Four Late-Return Tax Cases Before First Circuit–How Will McCoy Fare?

Posted by NCBRC - April 12, 2014

In the most recent case to find its way to the First Circuit Court of Appeals, the BAP rejected McCoy and found that there is no per se rule that a late-filed tax return can only be a “return” for bankruptcy discharge purposes if it is filed by the IRS under the “safe harbor” provision of IRC § 1060(a). Brown v. Mass. Dept. of Rev., No. 13-27 (B.A.P. 1st Cir. April 3, 2014). There, the debtor argued that Massachusetts law “permits a taxpayer, once notified by the commissioner of its failure to file a return, to still file a proper return within 30 days before a tax will be assessed.” Where the debtor complied with all elements of a return as required by state filing laws, the fact that the return itself was filed late, did not change the fundamental nature of the document. Relying on its reasoning in Gonzalez v. Mass. Dept. of Rev., 2014 WL 888460, (March 6, 2014), the Bankruptcy Appellate Panel agreed. The panel found that the bankruptcy court had correctly rejected the “draconian” rule set forth in McCoy v. Miss. State Tax Comm’n, 666 F.3d 924 (5th Cir. 2012). In Gonzalez the court noted that section 523(a)(1)(B)(ii) makes specific provision for nondischargeability of tax returns filed both late and within two years of bankruptcy. Therefore, it found that untimeliness of filing alone was not intended to preclude discharge of tax liabilities.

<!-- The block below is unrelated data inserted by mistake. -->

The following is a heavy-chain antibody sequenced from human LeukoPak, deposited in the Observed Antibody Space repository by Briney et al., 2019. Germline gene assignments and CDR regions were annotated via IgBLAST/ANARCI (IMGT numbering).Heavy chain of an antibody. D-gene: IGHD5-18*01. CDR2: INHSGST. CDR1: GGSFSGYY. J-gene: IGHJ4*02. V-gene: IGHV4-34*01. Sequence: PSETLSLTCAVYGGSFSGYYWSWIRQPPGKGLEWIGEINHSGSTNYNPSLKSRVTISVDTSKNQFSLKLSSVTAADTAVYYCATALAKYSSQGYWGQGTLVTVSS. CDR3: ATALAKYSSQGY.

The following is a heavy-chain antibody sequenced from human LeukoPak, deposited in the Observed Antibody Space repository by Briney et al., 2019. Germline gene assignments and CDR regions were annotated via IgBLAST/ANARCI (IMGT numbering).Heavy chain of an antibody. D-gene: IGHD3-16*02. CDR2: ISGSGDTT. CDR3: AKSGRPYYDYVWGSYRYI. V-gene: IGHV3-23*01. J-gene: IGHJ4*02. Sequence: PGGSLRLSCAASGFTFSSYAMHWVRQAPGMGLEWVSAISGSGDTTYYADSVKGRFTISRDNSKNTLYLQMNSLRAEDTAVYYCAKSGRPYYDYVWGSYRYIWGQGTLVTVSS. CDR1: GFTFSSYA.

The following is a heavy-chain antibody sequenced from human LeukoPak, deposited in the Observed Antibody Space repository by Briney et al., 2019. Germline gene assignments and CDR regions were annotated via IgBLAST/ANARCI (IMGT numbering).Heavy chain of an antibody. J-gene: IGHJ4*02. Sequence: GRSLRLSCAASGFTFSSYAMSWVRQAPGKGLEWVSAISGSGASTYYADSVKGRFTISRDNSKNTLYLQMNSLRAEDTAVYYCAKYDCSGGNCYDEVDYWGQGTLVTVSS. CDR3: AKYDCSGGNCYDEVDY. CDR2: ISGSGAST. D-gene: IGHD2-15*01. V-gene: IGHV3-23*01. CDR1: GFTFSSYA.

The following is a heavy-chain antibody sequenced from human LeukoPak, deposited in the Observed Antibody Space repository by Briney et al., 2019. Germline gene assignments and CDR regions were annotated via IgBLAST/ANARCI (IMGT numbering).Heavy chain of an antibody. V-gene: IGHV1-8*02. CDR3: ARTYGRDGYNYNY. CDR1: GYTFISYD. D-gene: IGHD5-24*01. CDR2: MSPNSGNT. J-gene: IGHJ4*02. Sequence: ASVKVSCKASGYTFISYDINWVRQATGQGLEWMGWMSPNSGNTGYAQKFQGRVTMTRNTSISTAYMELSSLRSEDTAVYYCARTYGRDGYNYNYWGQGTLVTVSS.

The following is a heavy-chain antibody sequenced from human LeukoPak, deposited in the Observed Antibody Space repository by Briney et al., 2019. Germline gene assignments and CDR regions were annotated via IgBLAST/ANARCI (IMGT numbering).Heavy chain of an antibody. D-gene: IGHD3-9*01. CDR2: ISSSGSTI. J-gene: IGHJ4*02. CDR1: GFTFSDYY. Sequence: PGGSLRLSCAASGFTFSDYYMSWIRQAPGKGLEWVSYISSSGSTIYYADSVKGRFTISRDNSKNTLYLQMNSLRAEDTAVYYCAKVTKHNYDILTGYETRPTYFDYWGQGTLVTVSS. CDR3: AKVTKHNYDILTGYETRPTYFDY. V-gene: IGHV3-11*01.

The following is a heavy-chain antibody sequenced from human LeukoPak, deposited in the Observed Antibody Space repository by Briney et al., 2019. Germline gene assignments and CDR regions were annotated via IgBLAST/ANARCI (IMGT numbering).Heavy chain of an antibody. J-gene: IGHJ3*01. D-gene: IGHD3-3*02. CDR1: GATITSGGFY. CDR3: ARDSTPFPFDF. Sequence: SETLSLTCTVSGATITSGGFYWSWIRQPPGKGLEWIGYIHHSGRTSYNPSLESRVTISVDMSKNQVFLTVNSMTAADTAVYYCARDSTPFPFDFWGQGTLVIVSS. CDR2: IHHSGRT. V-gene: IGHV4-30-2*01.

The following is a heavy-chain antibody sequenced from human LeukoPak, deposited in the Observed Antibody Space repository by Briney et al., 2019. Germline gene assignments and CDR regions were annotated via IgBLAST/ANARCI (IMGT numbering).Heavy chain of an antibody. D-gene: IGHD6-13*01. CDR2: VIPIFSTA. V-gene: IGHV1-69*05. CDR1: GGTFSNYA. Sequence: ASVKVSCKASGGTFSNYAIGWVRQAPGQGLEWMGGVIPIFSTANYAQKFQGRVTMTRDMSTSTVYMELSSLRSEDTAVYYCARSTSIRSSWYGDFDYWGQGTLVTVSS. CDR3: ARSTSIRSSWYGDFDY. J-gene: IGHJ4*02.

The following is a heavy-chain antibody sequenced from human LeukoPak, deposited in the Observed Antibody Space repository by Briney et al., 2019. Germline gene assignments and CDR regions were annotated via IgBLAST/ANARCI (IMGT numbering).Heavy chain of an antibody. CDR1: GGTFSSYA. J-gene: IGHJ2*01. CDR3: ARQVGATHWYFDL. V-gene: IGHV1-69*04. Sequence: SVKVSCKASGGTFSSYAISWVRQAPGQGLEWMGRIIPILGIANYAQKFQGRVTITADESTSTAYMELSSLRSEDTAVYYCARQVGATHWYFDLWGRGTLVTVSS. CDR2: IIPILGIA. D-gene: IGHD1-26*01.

The MDOC has filed an appeal to the First Circuit, No. 14-9003, where it will join three other cases: In re Perkins, No. 14-1350; In re Fahey, No. 14-1328 (both adopting McCoy); and In re Gonzalez, No. 14-9002 (rejecting McCoy).

Brown opinion 1st BAP


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